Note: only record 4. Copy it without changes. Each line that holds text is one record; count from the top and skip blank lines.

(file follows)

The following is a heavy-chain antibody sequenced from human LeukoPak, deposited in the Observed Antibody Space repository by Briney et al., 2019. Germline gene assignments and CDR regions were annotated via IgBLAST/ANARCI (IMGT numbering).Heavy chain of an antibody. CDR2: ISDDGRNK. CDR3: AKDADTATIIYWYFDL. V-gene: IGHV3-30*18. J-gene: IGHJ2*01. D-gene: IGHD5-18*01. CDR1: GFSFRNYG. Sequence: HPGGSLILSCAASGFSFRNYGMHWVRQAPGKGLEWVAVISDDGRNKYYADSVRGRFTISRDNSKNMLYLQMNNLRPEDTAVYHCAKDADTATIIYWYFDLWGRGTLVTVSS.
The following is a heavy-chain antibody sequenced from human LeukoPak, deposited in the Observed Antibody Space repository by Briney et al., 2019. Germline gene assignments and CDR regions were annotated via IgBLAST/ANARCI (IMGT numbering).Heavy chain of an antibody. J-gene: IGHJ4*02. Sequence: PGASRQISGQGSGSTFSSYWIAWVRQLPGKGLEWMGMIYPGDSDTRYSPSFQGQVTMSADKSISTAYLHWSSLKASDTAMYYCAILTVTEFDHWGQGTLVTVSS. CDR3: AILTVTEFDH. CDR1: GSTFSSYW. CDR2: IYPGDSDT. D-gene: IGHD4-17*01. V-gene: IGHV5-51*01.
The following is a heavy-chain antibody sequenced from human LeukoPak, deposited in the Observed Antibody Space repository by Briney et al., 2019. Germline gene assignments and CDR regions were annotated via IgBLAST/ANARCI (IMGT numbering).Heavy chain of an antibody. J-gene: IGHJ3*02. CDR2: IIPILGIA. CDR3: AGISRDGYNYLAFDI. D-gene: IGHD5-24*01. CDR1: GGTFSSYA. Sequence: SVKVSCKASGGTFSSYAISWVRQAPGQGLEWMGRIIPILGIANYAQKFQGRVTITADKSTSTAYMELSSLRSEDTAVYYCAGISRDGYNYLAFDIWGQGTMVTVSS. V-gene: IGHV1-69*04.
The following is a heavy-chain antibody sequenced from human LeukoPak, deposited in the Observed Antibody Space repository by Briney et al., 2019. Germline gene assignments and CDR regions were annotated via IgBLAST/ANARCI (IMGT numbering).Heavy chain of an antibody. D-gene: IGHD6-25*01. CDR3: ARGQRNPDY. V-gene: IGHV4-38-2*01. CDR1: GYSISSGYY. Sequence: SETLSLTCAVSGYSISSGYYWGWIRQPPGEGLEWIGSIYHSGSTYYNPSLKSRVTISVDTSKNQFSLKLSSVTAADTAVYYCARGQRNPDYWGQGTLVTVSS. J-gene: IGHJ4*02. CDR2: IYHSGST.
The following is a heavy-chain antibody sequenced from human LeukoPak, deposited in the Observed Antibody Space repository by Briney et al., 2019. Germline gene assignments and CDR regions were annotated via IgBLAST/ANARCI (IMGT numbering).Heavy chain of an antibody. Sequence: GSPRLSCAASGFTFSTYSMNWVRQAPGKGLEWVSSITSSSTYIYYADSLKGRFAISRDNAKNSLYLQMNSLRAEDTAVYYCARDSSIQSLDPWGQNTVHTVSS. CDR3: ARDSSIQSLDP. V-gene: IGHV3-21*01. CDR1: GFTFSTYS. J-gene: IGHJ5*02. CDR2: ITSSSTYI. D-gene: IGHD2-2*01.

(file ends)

The following is a heavy-chain antibody sequenced from human LeukoPak, deposited in the Observed Antibody Space repository by Briney et al., 2019. Germline gene assignments and CDR regions were annotated via IgBLAST/ANARCI (IMGT numbering).Heavy chain of an antibody. D-gene: IGHD6-25*01. CDR3: ARGQRNPDY. V-gene: IGHV4-38-2*01. CDR1: GYSISSGYY. Sequence: SETLSLTCAVSGYSISSGYYWGWIRQPPGEGLEWIGSIYHSGSTYYNPSLKSRVTISVDTSKNQFSLKLSSVTAADTAVYYCARGQRNPDYWGQGTLVTVSS. J-gene: IGHJ4*02. CDR2: IYHSGST.